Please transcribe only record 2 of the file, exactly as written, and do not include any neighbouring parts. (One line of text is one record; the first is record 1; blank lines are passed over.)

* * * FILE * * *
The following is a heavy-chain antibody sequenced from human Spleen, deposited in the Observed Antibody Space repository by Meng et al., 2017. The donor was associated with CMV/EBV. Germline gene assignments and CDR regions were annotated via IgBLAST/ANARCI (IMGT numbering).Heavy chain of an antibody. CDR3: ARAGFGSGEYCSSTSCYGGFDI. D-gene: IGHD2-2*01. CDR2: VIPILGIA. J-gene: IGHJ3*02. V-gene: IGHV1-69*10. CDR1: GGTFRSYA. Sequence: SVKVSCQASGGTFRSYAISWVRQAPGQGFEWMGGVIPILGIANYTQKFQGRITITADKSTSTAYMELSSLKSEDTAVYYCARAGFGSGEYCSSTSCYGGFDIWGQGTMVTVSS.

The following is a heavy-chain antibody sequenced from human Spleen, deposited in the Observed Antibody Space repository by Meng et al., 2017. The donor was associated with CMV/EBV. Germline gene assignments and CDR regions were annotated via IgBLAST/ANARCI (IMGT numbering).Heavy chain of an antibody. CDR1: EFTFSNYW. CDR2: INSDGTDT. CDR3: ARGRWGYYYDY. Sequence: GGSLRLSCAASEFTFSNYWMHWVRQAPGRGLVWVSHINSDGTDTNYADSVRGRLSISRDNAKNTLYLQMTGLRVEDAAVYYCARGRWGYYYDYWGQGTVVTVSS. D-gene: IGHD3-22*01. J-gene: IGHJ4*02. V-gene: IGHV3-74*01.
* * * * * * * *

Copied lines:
The following is a heavy-chain antibody sequenced from human Spleen, deposited in the Observed Antibody Space repository by Meng et al., 2017. The donor was associated with CMV/EBV. Germline gene assignments and CDR regions were annotated via IgBLAST/ANARCI (IMGT numbering).Heavy chain of an antibody. CDR1: EFTFSNYW. CDR2: INSDGTDT. CDR3: ARGRWGYYYDY. Sequence: GGSLRLSCAASEFTFSNYWMHWVRQAPGRGLVWVSHINSDGTDTNYADSVRGRLSISRDNAKNTLYLQMTGLRVEDAAVYYCARGRWGYYYDYWGQGTVVTVSS. D-gene: IGHD3-22*01. J-gene: IGHJ4*02. V-gene: IGHV3-74*01.